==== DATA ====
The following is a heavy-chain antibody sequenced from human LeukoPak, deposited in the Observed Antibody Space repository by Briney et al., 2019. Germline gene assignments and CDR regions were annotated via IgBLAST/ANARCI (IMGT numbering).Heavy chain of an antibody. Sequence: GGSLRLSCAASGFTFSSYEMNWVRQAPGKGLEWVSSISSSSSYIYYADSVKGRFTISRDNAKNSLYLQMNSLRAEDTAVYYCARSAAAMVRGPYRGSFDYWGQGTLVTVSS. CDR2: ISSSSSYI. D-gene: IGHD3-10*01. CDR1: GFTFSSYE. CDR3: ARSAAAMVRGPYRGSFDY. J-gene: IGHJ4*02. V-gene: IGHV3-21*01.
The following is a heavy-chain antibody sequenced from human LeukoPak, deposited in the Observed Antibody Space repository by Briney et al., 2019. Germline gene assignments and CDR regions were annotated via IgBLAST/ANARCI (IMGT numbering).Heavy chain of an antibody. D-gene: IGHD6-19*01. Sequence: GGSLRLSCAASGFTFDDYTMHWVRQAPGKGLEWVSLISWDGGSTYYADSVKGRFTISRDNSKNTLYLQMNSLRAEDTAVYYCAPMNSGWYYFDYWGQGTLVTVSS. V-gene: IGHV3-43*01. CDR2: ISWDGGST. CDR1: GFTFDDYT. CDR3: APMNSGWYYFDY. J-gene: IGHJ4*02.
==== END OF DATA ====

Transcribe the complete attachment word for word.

The following is a heavy-chain antibody sequenced from human LeukoPak, deposited in the Observed Antibody Space repository by Briney et al., 2019. Germline gene assignments and CDR regions were annotated via IgBLAST/ANARCI (IMGT numbering).Heavy chain of an antibody. Sequence: GGSLRLSCAASGFTFSSYEMNWVRQAPGKGLEWVSSISSSSSYIYYADSVKGRFTISRDNAKNSLYLQMNSLRAEDTAVYYCARSAAAMVRGPYRGSFDYWGQGTLVTVSS. CDR2: ISSSSSYI. D-gene: IGHD3-10*01. CDR1: GFTFSSYE. CDR3: ARSAAAMVRGPYRGSFDY. J-gene: IGHJ4*02. V-gene: IGHV3-21*01.
The following is a heavy-chain antibody sequenced from human LeukoPak, deposited in the Observed Antibody Space repository by Briney et al., 2019. Germline gene assignments and CDR regions were annotated via IgBLAST/ANARCI (IMGT numbering).Heavy chain of an antibody. D-gene: IGHD6-19*01. Sequence: GGSLRLSCAASGFTFDDYTMHWVRQAPGKGLEWVSLISWDGGSTYYADSVKGRFTISRDNSKNTLYLQMNSLRAEDTAVYYCAPMNSGWYYFDYWGQGTLVTVSS. V-gene: IGHV3-43*01. CDR2: ISWDGGST. CDR1: GFTFDDYT. CDR3: APMNSGWYYFDY. J-gene: IGHJ4*02.